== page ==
Chubb, defense lead Georgia past Arkansas, 45-32
LITTLE ROCK, Ark. (AP) Nick Chubb provided an encore performance more than worthy of his well-known predecessor.
The Georgia freshman, again filling in for the suspended Todd Gurley at running back, followed last week’s breakout game with another dominating performance in a 45-32 victory over Arkansas on Saturday.
Chubb ran for 202 yards and two touchdowns as the No. 10 Bulldogs (6-1, 4-1 Southeastern Conference) won their fifth straight game and maintained their spot atop the East Division. With Gurley once again suspended because of alleged rules violations, Georgia continued to rely on its newfound star in the backfield in the 5-foot-10, 228-pound Chubb.
A week after touching the ball 42 times in a shutout win over Missouri, Chubb had 30 carries in the win over the struggling Razorbacks (3-4, 0-4). He has 345 yards rushing on 68 carries in his first two career starts, a remarkable start to a career.
”I felt more comfortable back there in the backfield,” Chubb said. ”… Todd has big shoes to fill, but I’m coming in here and playing hard”
While Chubb provided the offensive force, the Georgia defense overwhelmed Arkansas in the first half in its way to a 38-6 halftime lead. The Bulldogs forced three first-half turnovers, and they finished with four for the game – a week after having five turnovers in a 34-0 win over Missouri.
”We felt very in control,” Georgia linebacker Leonard Floyd said. ”We felt they (were) ready to tuck their tails and run.”
Arkansas didn’t fold in the second half, despite the first-half onslaught by the Bulldogs. Led by Brandon Allen’s career-high 296 yards passing on 28-of-45 passing, the Razorbacks closed to 45-32 midway through the fourth quarter on a 6-yard touchdown run by Alex Collins.
The rebound was far too late, however – leading to Arkansas’ 16th straight SEC loss. The Razorbacks longest conference losing streak in school history is a 20-game stretch from 1940-43 when the school was in the Southwest Conference.
Arkansas, which was led by Jonathan Williams’ 108 yards rushing, is 0-12 in the SEC under second-year coach Bret Bielema.
”That first half, we weren’t ourselves,” Bielema said. ”And the only person responsible for that is me. I guarantee 100 percent; I told them that’s on me. I don’t know what we did a little bit different.”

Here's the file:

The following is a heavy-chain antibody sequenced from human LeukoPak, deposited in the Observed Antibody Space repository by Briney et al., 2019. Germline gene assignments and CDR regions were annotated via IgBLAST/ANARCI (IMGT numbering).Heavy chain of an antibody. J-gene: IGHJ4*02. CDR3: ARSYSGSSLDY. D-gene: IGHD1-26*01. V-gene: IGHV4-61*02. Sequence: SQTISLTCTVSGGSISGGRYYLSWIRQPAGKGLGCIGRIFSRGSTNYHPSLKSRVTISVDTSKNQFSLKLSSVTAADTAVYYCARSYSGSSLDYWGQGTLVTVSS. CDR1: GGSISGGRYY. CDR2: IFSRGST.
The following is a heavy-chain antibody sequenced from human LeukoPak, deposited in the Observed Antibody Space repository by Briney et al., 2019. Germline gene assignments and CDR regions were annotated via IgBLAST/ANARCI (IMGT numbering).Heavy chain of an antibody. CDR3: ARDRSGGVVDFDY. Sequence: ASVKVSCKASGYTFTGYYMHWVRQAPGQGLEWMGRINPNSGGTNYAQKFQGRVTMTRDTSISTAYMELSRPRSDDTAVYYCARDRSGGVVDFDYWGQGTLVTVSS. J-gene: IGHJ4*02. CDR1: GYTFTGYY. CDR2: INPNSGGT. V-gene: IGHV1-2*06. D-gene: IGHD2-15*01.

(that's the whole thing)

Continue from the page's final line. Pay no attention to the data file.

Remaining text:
Arkansas had fourth-quarter leads in each of the last two weeks before losing to Texas A&M and Alabama, but the outcome wasn’t in doubt for long after it was overwhelmed by the Bulldogs in the first half Saturday.
After Alex Collins put the Razorbacks up 6-0 on the game’s opening drive, Georgia scored 38 straight points – capped by Dominick Sanders’ 54-yard fumble return for a touchdown late in the first half. It was the third forced turnover of the half by the Bulldogs, who scored 21 points off turnovers on Saturday a week after holding Missouri to 147 yards on 43 plays.
”I would love to know we are going to get four turnovers a game from here on in,” Georgia coach Mark Richt said. ”Man, I would start maybe making plans, but I don’t know if you can count on that.”
Arkansas finished with 422 yards of offense, but Allen was briefly knocked out of the game following back-to-back sacks in the first half and the Razorbacks struggled to slow the Georgia pass rush until the second half. Allen threw two interceptions as the Razorbacks became the first SEC West team to lose to a team from outside its division.
West teams were 26-0 against outside competition entering the week.
”We gave Georgia (21) points,” Arkansas tight end Hunter Henry said. ”You can’t do that against a SEC team, especially a team like Georgia.”
While the Razorbacks struggled offensively in the first half, the Bulldogs had little problem carrying over the momentum from the Missouri game.
Hutson Mason accounted for three touchdowns, two passing and one rushing, in the win – finishing 10-of-17 passing for 179 yards. Chris Conley led Georgia with 128 yards receiving and a touchdown, a 36-yard strike that put the Bulldogs up 45-19 early in the fourth quarter.
The game was already long since out of hand at that point.
”Obviously, the first half was about as good as you could ever hope a first half to go,” Richt said. ”I’m very impressed with how we played.”